This is a magnificent 18th-century mansion that has been converted into a cultural centre and performance venue.
You can see what’s on the schedule in the intimate auditorium, be it theatre, music or art installations.
You’ll be right at the centre of the Quartier des Arts, a small district with the Hôtel de Guînes, the Fine Arts Museum and Arras Theatre.
The latter has recently been renovated, and has six stages and even a cinema inside.
9. First World War Sites
North of Arras the countryside bears the scars of the First World War, to the extent that there’s still a red zone with restricted access because of unexploded shells.
There are a few interesting and poignant sites to tick off, moments from the city.
Closest is the discreet German military cemetery at Saint-Laurent-Blangy, where the Star of David headstones for the Jewish fallen reminds you that this was a different chapter of 20th-century history.
There are also two mass graves for Canadian dead, interred within mine craters (Zivy and Lichfield) near Thélus.
Lastly, the village of Ablain-Saint-Nazaire has the ruins of the 15th-century Church of Saint-Nazaire, shelled at the start of the war and a French national cemetery with 20,000 graves.
10. Citadelle d’Arras
Another UNESCO site, the 17th century citadel is preserved as one of France’s 12 fortifications devised by the military architect Sebastien Prestre Vauban.
These were groundbreaking technological marvels that shored up France’s borders . Except for the one in Arras, which is known as La Belle Inutile “The Beautiful Useless One” because it was never actually put to use.
In fact it sees more action as a cultural venue, holding the Main Square Festival in the summer.
The citadel now is a more of a diffuse assortment of outbuildings, but the Mémorial du Mur des Fusillés marks the place where German forces executed 218 French and other European Resistance members in the Second World War.
11. Main Square Festival
As a way of breathing life into the region’s culture the city initiated the rock and pop event, the Big Square Festival in 2004. At first it was held on Grand-Place, but it soon outgrew that space and in 2010 moved to the citadel.
Crowds have grown year on year, from 14,000 for the first instalment to well over 100,000 in the last few years.
The festival goes down on the first weekend of July and has welcomed the likes of The Black Keys, Pearl Jam, Pharrell Williams Coldplay and the Arcade Fire recently.
12. Andouillettes and Moules
They may not sound too appetising at first, but Andouillettes do grow on you: They’re a thick, coarse sausage made with pork, chitterlings, onion, pepper and wine.
Andouillettes are so engrained in Arras culture that the city puts on a party for them, La Fête de l’Andouillette, which happens on the last weekend of August and entails a big outdoor feast in Place des Héros, processions and marching bands.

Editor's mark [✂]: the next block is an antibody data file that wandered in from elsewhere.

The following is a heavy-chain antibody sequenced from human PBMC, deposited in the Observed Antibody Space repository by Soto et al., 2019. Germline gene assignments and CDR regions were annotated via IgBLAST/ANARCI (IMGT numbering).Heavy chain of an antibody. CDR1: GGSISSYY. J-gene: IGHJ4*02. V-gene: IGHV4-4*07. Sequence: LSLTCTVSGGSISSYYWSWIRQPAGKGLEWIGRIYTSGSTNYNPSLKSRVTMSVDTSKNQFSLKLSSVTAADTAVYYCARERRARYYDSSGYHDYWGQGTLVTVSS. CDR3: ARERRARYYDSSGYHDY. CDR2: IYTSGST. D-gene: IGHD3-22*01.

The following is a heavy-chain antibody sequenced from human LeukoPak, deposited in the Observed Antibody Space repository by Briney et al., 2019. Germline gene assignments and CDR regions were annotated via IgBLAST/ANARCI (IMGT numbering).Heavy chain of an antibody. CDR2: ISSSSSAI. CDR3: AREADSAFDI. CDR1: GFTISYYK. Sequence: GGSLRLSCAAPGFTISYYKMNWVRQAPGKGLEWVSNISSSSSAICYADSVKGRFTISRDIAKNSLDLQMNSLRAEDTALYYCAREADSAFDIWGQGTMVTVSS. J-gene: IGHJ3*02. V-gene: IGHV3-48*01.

Andouilletes go best with French fries, as do the other regional speciality, mussels.
These come in a white wine sauce or with provençal herbs and tomatoes, and go perfectly with pinot blanc wine or a Belgian-style beer.
Lens, around 20 minutes by road, was chosen to host the Louvre’s first ever satellite museum in 2012. The idea was to start to share more of France’s great cultural institutions with regions away from Paris.
The museum is an almost-ethereal glass and aluminium structure and stages mostly temporary exhibitions with works from the inexhaustible archives of the parent museum.
The permanent exhibition is in the 120-metre-long Galerie des Temps, which presents the history of art from all over the world in chronological order, so you can marvel at Mesopotamian statues, Egyptian funerary sculptures, romanesque carvings and a Rembrandt painting on an absorbing walk through time.
14. Lens’ 14 – 18 Centre d’Histoire Guerre et Paix
You could incorporate this brand new museum into your tour of the battlefields north of Arras.
It’s all contained in sombre, black concrete cubes described as “chapels” , almost exactly where the front line used to be.
Using innovative museology the interpretation centre evokes reflection about the First World War in the Pas-de-Calais, calling on period film, maps, archive photography.
Almost every aspect of the war in the region is dealt with, such as the causes, trench warfare, the German occupation of northern France and the offensives that brought about the end of the war.
15. Beffroi de Douai
Perhaps the belfry in Arras has got you curious about the UNESCO World Heritage bell towers in the region.
The next-closest is only 25 kilometres away in Douai, dating to 1380 and held as one of the most beautiful.
Victor Hugo certainly thought so, and raved about it when he visited Douai in 1837. This one is a Disney-esque jumble of conical turrets, each capped with a blue slate roof and gold weathervane.
The carillon has 62 bells across five octaves, and some of these bells were cast as long ago as the 14th century.